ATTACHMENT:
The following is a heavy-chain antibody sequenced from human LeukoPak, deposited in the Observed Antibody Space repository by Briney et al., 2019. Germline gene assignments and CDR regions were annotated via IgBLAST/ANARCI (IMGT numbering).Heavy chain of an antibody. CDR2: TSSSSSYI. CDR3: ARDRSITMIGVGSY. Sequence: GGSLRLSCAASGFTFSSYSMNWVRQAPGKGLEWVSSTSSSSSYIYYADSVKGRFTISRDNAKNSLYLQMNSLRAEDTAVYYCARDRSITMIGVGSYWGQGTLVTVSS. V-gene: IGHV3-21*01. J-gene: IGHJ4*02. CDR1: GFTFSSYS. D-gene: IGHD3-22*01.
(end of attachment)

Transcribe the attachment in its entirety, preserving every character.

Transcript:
The following is a heavy-chain antibody sequenced from human LeukoPak, deposited in the Observed Antibody Space repository by Briney et al., 2019. Germline gene assignments and CDR regions were annotated via IgBLAST/ANARCI (IMGT numbering).Heavy chain of an antibody. CDR2: TSSSSSYI. CDR3: ARDRSITMIGVGSY. Sequence: GGSLRLSCAASGFTFSSYSMNWVRQAPGKGLEWVSSTSSSSSYIYYADSVKGRFTISRDNAKNSLYLQMNSLRAEDTAVYYCARDRSITMIGVGSYWGQGTLVTVSS. V-gene: IGHV3-21*01. J-gene: IGHJ4*02. CDR1: GFTFSSYS. D-gene: IGHD3-22*01.